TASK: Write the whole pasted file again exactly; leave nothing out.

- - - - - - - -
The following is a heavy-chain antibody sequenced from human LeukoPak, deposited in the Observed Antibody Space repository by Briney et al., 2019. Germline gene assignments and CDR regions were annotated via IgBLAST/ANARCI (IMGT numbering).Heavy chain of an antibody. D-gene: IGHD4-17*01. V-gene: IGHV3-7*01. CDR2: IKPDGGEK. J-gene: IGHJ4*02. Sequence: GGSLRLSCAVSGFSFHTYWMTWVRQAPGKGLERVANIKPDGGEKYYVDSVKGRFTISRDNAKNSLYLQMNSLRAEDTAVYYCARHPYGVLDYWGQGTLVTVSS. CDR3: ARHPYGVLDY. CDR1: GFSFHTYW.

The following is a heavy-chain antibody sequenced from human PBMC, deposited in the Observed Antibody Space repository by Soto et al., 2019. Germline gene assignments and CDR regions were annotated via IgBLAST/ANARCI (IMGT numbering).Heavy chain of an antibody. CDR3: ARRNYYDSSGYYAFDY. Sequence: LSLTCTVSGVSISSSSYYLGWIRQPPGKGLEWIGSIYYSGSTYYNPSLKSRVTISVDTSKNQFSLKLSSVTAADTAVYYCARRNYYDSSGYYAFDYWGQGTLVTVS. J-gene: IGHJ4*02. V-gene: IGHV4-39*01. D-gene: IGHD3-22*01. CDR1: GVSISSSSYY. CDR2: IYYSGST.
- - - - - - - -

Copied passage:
The following is a heavy-chain antibody sequenced from human LeukoPak, deposited in the Observed Antibody Space repository by Briney et al., 2019. Germline gene assignments and CDR regions were annotated via IgBLAST/ANARCI (IMGT numbering).Heavy chain of an antibody. D-gene: IGHD4-17*01. V-gene: IGHV3-7*01. CDR2: IKPDGGEK. J-gene: IGHJ4*02. Sequence: GGSLRLSCAVSGFSFHTYWMTWVRQAPGKGLERVANIKPDGGEKYYVDSVKGRFTISRDNAKNSLYLQMNSLRAEDTAVYYCARHPYGVLDYWGQGTLVTVSS. CDR3: ARHPYGVLDY. CDR1: GFSFHTYW.

The following is a heavy-chain antibody sequenced from human PBMC, deposited in the Observed Antibody Space repository by Soto et al., 2019. Germline gene assignments and CDR regions were annotated via IgBLAST/ANARCI (IMGT numbering).Heavy chain of an antibody. CDR3: ARRNYYDSSGYYAFDY. Sequence: LSLTCTVSGVSISSSSYYLGWIRQPPGKGLEWIGSIYYSGSTYYNPSLKSRVTISVDTSKNQFSLKLSSVTAADTAVYYCARRNYYDSSGYYAFDYWGQGTLVTVS. J-gene: IGHJ4*02. V-gene: IGHV4-39*01. D-gene: IGHD3-22*01. CDR1: GVSISSSSYY. CDR2: IYYSGST.